Proactive Banking In South Korea



The state-run banks of South Korea will conduct “profit checks” on new shipbuilding orders at Korean yards in order to weed out subpar deals as per the Government announcement on Friday.  Choi Kyung-hwan, , the South Korean Finance Minister, said the yards will have to look elsewhere for financing on unprofitable orders.

The Export-Import Bank of Korea, Korea Development Bank and Korea Trade Insurance Corporation have said they will comply with the new “profit-check” mandate.

Money losing projects pull down financial institutions which can be a burden for the economy as a whole.

The recent downtrend of 20% of new orders for the same period last year may call for only lesser such checks.

The Kexim Bank analysts have forecast that orders will be down nearly 30% year-on-year for 2015 overall, despite bright spots like the ten new VLCCs ordered by Bahri from Hyundai Heavy Industries earlier in the year.  The slim order books plus bank supervision could mean trouble ahead, especially for smaller yards which depend on external finance largely.  With approximately $44 billion, and the Financial Supervisory Service has recently indicated that the yards could pose a systemic risk to the South Korean economy if not successfully restructured including closure of the smaller “marginal firms”.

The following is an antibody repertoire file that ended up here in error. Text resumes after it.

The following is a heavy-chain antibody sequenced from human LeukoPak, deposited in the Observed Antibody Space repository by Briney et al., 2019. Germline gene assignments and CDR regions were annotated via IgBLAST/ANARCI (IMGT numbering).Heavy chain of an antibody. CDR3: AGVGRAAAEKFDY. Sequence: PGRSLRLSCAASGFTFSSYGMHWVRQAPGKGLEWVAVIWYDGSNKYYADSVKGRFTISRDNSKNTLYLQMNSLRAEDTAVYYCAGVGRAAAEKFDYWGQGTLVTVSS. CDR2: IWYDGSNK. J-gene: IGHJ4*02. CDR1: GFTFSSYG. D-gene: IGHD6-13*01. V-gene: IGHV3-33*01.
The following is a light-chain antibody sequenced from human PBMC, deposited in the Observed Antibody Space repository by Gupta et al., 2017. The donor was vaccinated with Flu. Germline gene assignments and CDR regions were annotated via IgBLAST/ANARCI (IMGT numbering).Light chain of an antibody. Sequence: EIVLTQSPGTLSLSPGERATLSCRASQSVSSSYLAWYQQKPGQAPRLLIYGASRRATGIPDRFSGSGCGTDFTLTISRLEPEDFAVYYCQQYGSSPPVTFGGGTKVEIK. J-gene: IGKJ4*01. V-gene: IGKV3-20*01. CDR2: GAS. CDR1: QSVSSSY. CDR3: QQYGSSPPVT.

Restructuring can eventually help the national economy which is the echo of the massive consolidation of Chinese shipyards by the Chinese Ministry of Industry and Information Technology (MIIT).

The liner companies are forced to trim expenses and slow newbuilding orders due to the recent drop in container rates, down two thirds in eleven months on the busy Asia to Europe route.  There is a downturn in offshore oil, dry cargo, and container shipping. South Korea’s Daewoo Shipbuilding was hit by Maersk’s  announcement of the cancellation of options for six 20,000 TEU second-gen Triple-E class ships on November 4.

Source: Yonhap News